EUGENE HORNE AND GENA GRANT
"Memories of nature, place, and light deconstructed,
reconstructed, and transformed into paintings and sculptures."
Curators often employ juxtaposition as an element when arranging art. At first glance pairing the work of landscape painter Eugene Horne with sculptor Gena Grant might seem evidence of such a technique. Horne’s work seeks to capture light in a specific space and time. Where as the shadows created by Grant’s sculptures captivate the viewer. Horne works from a drawing plotted out in charcoal while Grant dissects a ready made item and redevelops it into a new form that evolves as she progresses.
But upon closer examination viewers start to feel the connections to nature that both artists share. Both rely heavily on memory. Memories are revisited and related back through lines, color, and form.
Eugene Horne will show a series of landscape paintings and some of the sketches and studies that preceded them. Each brushstroke is deliberate and masterfully applied. Color choice is based on classical theory. His paintings are reminiscent of a significant location when the light comes through the trees at a specific time of day. Yet each painting can be interpreted and may invoke a moment in the realm of memory significant to each viewer on an individual basis.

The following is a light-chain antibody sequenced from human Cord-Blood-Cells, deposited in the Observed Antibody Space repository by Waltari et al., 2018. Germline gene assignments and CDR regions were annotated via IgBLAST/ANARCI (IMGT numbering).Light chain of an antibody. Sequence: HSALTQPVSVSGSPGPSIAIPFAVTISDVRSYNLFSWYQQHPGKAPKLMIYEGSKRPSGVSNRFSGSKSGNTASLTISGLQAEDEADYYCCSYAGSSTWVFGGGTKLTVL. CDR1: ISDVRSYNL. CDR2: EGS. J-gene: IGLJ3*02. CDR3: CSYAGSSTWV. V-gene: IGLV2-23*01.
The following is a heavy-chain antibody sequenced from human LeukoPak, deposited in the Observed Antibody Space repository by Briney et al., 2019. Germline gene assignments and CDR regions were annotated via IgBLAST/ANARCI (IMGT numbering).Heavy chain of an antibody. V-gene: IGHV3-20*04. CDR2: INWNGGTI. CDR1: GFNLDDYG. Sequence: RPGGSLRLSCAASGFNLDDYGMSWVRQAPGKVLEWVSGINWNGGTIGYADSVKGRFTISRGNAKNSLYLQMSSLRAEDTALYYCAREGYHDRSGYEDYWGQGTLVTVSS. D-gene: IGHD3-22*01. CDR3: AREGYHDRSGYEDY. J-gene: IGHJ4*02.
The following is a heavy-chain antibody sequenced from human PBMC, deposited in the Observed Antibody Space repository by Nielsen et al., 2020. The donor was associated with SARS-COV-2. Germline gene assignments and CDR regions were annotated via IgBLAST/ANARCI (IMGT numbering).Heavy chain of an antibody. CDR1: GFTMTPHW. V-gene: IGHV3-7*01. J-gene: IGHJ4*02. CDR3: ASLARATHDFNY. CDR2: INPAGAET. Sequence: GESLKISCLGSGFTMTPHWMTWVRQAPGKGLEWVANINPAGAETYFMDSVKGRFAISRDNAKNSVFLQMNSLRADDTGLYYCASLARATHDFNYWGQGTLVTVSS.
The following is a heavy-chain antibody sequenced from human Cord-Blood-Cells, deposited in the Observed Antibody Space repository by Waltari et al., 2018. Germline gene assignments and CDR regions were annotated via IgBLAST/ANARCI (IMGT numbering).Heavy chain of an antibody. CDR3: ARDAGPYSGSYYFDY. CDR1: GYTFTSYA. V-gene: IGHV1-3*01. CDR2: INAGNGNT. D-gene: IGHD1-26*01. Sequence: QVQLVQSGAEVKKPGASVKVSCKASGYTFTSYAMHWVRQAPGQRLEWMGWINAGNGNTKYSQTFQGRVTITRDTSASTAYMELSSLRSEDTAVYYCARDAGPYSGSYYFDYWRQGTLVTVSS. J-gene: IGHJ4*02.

Eugene is guided by his “desire to leave something behind that will inspire people to notice the beauty of their surroundings. My work starts with noticing a particular natural phenomenon, which over time develops into my own very personal interpretation of that experience and becomes a visual statement.”
Once a dancer, choreographer, and performance artist, Gena Grant assembles the artistic practices of dance and theatre into sculptural pieces. She unravels premade baskets and incorporates found objects to regenerate a new entity. These sculptures appear to be performing like a dancer on stage moving in and out of the spotlight creating a second show of shadow play.
She has tried to “look at the ordinary, the chaotic, the living, fraying, coming apart, and ask the question: how do I experience my own transformation of thought and perception? I would hope to inspire us to slow down and look carefully at our world.”
Fabulon extends an invitation to share this personal journey of memory and vision.
Artist Reception with refreshments: 11/12 5-8
Preview and Gallery Talk: 11/10 6:00-7:00